First, the Dili conference was, to my knowledge, the first such interaction between two quite different types of fragile state—one type being conflict-affected, the other geographically vulnerable. Fragile states lack a bloc identity. Even the typology of fragile states is a fraught business—for example, the OECD counts 47 of them and the World Bank 35, while neither the OECD nor the Bank counts certain countries that consider themselves obviously fragile. In contributing to some background work for this conference, I found a useful starting point was simply to look at the intersection of three groups: the two mentioned above and the group of 49 Least-Developed Countries. This gives 23 “core fragile” states that face challenges in multiple dimensions, including 16 of the 18 g7+ members. This core group can then be enlarged in various directions, for example by including countries experiencing transitory conflict, or exhibiting high levels of climate change vulnerability with low adaptive capacity. However they are defined, fragile states are diverse. They are also more than usually preoccupied with their own challenges. For both of these reasons, they have tended not to caucus or search for common ground. The formation of the g7+ group has begun to change that; the Dili conference was another step toward building a sense of collective, if loose, identity among fragile states.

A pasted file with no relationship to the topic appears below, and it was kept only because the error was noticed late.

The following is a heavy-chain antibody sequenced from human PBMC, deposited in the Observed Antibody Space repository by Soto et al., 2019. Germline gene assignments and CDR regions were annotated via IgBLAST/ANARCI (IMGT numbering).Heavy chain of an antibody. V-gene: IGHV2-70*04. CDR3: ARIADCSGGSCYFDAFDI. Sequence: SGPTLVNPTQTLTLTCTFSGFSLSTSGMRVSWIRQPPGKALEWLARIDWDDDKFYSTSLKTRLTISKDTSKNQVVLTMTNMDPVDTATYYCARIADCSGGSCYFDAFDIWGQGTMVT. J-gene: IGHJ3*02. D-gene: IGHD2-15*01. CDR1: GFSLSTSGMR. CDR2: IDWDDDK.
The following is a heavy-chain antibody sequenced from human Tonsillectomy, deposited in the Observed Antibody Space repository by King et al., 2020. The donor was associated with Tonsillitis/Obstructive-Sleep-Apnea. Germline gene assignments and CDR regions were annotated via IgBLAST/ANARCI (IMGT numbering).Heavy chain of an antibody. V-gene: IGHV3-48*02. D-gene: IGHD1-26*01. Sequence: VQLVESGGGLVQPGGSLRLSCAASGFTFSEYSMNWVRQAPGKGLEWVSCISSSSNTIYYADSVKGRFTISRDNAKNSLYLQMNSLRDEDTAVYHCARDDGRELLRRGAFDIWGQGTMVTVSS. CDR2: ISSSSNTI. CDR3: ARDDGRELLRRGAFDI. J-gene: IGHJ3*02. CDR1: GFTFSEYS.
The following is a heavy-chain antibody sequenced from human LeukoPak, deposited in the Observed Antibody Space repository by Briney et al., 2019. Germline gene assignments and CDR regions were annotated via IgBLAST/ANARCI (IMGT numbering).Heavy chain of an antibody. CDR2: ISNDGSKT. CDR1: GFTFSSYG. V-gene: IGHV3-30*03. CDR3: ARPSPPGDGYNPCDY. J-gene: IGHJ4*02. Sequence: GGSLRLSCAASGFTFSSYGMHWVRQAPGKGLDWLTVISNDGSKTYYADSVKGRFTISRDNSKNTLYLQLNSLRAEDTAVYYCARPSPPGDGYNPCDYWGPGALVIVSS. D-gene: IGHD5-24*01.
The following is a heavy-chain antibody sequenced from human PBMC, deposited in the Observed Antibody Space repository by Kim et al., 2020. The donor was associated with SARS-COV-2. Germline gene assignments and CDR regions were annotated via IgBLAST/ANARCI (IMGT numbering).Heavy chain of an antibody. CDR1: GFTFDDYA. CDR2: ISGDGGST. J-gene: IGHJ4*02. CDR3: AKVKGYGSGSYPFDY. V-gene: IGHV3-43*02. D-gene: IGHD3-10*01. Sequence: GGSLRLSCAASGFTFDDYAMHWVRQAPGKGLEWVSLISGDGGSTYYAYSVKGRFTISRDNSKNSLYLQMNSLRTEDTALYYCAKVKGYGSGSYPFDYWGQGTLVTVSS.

Second, in the context of MDG achievement, the most general point of commonality between fragile states is that they are all on the wrong side of the implacable average. The eight MDGs as originally formulated were global goals. The 21 associated targets were not intended to be applied to individual countries but, inevitably, they are so applied in countless reporting documents. When targets defined for the average country get applied to every country, a lot of countries will necessarily get fail grades—including most of the countries represented in Dili, for most targets. Even countries that have done remarkably well on some things in absolute terms get marked down in terms of proportional progress, simply because their starting points were so bad. (This is one frequently-remarked problem with the MDGs, on which Terence Wood has recently written here.) Fragile states therefore need to be able to set their own, realistic targets that are aligned with, rather than inherited from, a global framework.